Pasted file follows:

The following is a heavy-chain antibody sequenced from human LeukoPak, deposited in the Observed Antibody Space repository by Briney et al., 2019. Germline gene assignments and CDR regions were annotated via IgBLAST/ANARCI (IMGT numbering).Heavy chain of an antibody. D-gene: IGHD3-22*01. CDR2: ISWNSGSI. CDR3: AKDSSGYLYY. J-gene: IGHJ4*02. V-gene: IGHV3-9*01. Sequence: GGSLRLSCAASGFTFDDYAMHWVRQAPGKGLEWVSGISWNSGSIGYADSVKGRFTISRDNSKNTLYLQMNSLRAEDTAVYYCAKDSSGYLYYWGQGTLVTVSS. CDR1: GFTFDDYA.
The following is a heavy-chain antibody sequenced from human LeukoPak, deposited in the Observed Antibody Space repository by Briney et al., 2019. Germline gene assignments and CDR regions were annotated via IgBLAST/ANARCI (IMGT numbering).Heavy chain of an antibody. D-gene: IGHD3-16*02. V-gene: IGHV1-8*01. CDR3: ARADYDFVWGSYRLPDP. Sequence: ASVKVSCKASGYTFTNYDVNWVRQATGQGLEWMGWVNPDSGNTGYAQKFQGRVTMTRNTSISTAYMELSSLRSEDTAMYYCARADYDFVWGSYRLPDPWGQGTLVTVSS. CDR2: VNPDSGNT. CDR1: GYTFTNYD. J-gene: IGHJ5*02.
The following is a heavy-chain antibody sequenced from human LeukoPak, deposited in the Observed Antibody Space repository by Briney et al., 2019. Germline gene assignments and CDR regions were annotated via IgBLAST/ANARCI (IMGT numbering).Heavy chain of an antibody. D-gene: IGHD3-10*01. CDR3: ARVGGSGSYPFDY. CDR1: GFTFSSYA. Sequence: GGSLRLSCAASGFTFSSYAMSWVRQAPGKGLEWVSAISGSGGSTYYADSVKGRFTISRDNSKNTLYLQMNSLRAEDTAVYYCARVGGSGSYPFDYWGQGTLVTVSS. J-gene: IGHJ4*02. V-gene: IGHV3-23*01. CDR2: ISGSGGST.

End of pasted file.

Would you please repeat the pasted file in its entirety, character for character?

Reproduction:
The following is a heavy-chain antibody sequenced from human LeukoPak, deposited in the Observed Antibody Space repository by Briney et al., 2019. Germline gene assignments and CDR regions were annotated via IgBLAST/ANARCI (IMGT numbering).Heavy chain of an antibody. D-gene: IGHD3-22*01. CDR2: ISWNSGSI. CDR3: AKDSSGYLYY. J-gene: IGHJ4*02. V-gene: IGHV3-9*01. Sequence: GGSLRLSCAASGFTFDDYAMHWVRQAPGKGLEWVSGISWNSGSIGYADSVKGRFTISRDNSKNTLYLQMNSLRAEDTAVYYCAKDSSGYLYYWGQGTLVTVSS. CDR1: GFTFDDYA.
The following is a heavy-chain antibody sequenced from human LeukoPak, deposited in the Observed Antibody Space repository by Briney et al., 2019. Germline gene assignments and CDR regions were annotated via IgBLAST/ANARCI (IMGT numbering).Heavy chain of an antibody. D-gene: IGHD3-16*02. V-gene: IGHV1-8*01. CDR3: ARADYDFVWGSYRLPDP. Sequence: ASVKVSCKASGYTFTNYDVNWVRQATGQGLEWMGWVNPDSGNTGYAQKFQGRVTMTRNTSISTAYMELSSLRSEDTAMYYCARADYDFVWGSYRLPDPWGQGTLVTVSS. CDR2: VNPDSGNT. CDR1: GYTFTNYD. J-gene: IGHJ5*02.
The following is a heavy-chain antibody sequenced from human LeukoPak, deposited in the Observed Antibody Space repository by Briney et al., 2019. Germline gene assignments and CDR regions were annotated via IgBLAST/ANARCI (IMGT numbering).Heavy chain of an antibody. D-gene: IGHD3-10*01. CDR3: ARVGGSGSYPFDY. CDR1: GFTFSSYA. Sequence: GGSLRLSCAASGFTFSSYAMSWVRQAPGKGLEWVSAISGSGGSTYYADSVKGRFTISRDNSKNTLYLQMNSLRAEDTAVYYCARVGGSGSYPFDYWGQGTLVTVSS. J-gene: IGHJ4*02. V-gene: IGHV3-23*01. CDR2: ISGSGGST.